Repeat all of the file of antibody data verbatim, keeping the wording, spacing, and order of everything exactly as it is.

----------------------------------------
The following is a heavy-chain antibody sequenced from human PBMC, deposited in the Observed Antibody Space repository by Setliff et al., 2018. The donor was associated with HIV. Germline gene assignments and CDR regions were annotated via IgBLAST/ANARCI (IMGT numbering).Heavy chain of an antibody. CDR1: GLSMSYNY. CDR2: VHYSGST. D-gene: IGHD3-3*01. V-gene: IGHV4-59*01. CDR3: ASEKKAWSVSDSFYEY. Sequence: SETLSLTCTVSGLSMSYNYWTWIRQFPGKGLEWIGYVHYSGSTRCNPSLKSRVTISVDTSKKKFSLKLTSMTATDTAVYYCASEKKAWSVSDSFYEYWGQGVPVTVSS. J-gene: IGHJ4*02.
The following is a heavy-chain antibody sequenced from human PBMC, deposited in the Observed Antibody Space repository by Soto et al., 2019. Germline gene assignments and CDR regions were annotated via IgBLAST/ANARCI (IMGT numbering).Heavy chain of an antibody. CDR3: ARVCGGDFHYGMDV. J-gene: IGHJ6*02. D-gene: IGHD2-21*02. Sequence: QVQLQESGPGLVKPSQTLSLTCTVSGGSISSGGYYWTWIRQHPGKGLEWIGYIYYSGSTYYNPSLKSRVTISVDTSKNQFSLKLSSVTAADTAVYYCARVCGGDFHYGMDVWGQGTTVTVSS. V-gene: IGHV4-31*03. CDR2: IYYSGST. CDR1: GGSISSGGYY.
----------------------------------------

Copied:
The following is a heavy-chain antibody sequenced from human PBMC, deposited in the Observed Antibody Space repository by Setliff et al., 2018. The donor was associated with HIV. Germline gene assignments and CDR regions were annotated via IgBLAST/ANARCI (IMGT numbering).Heavy chain of an antibody. CDR1: GLSMSYNY. CDR2: VHYSGST. D-gene: IGHD3-3*01. V-gene: IGHV4-59*01. CDR3: ASEKKAWSVSDSFYEY. Sequence: SETLSLTCTVSGLSMSYNYWTWIRQFPGKGLEWIGYVHYSGSTRCNPSLKSRVTISVDTSKKKFSLKLTSMTATDTAVYYCASEKKAWSVSDSFYEYWGQGVPVTVSS. J-gene: IGHJ4*02.
The following is a heavy-chain antibody sequenced from human PBMC, deposited in the Observed Antibody Space repository by Soto et al., 2019. Germline gene assignments and CDR regions were annotated via IgBLAST/ANARCI (IMGT numbering).Heavy chain of an antibody. CDR3: ARVCGGDFHYGMDV. J-gene: IGHJ6*02. D-gene: IGHD2-21*02. Sequence: QVQLQESGPGLVKPSQTLSLTCTVSGGSISSGGYYWTWIRQHPGKGLEWIGYIYYSGSTYYNPSLKSRVTISVDTSKNQFSLKLSSVTAADTAVYYCARVCGGDFHYGMDVWGQGTTVTVSS. V-gene: IGHV4-31*03. CDR2: IYYSGST. CDR1: GGSISSGGYY.